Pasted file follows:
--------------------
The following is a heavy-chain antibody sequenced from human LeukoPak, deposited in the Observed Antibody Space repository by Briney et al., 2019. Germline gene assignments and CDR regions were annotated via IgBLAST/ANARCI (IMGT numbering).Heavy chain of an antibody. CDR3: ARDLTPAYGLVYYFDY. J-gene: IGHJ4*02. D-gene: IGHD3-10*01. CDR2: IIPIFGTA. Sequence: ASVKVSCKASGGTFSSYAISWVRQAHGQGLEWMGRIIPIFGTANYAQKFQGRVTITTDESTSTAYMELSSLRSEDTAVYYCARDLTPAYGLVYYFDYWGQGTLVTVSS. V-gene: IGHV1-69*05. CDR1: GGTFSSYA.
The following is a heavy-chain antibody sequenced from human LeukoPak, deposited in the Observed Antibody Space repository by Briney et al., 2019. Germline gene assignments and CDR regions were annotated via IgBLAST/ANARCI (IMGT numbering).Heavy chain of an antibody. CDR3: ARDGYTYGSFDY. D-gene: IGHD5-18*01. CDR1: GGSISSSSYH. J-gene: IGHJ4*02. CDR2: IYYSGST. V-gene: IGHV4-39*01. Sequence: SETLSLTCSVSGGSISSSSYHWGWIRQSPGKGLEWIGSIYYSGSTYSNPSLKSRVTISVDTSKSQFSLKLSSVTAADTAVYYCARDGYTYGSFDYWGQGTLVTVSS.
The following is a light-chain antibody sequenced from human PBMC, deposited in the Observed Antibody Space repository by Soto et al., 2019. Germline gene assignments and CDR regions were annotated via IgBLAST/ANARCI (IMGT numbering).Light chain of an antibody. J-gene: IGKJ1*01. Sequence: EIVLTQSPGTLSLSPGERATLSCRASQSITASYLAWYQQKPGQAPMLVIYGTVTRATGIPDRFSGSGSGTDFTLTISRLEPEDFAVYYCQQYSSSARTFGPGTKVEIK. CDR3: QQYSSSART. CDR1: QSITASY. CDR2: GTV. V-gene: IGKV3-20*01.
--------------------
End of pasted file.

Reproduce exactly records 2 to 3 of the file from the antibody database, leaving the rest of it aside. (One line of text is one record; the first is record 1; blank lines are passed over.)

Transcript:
The following is a heavy-chain antibody sequenced from human LeukoPak, deposited in the Observed Antibody Space repository by Briney et al., 2019. Germline gene assignments and CDR regions were annotated via IgBLAST/ANARCI (IMGT numbering).Heavy chain of an antibody. CDR3: ARDGYTYGSFDY. D-gene: IGHD5-18*01. CDR1: GGSISSSSYH. J-gene: IGHJ4*02. CDR2: IYYSGST. V-gene: IGHV4-39*01. Sequence: SETLSLTCSVSGGSISSSSYHWGWIRQSPGKGLEWIGSIYYSGSTYSNPSLKSRVTISVDTSKSQFSLKLSSVTAADTAVYYCARDGYTYGSFDYWGQGTLVTVSS.
The following is a light-chain antibody sequenced from human PBMC, deposited in the Observed Antibody Space repository by Soto et al., 2019. Germline gene assignments and CDR regions were annotated via IgBLAST/ANARCI (IMGT numbering).Light chain of an antibody. J-gene: IGKJ1*01. Sequence: EIVLTQSPGTLSLSPGERATLSCRASQSITASYLAWYQQKPGQAPMLVIYGTVTRATGIPDRFSGSGSGTDFTLTISRLEPEDFAVYYCQQYSSSARTFGPGTKVEIK. CDR3: QQYSSSART. CDR1: QSITASY. CDR2: GTV. V-gene: IGKV3-20*01.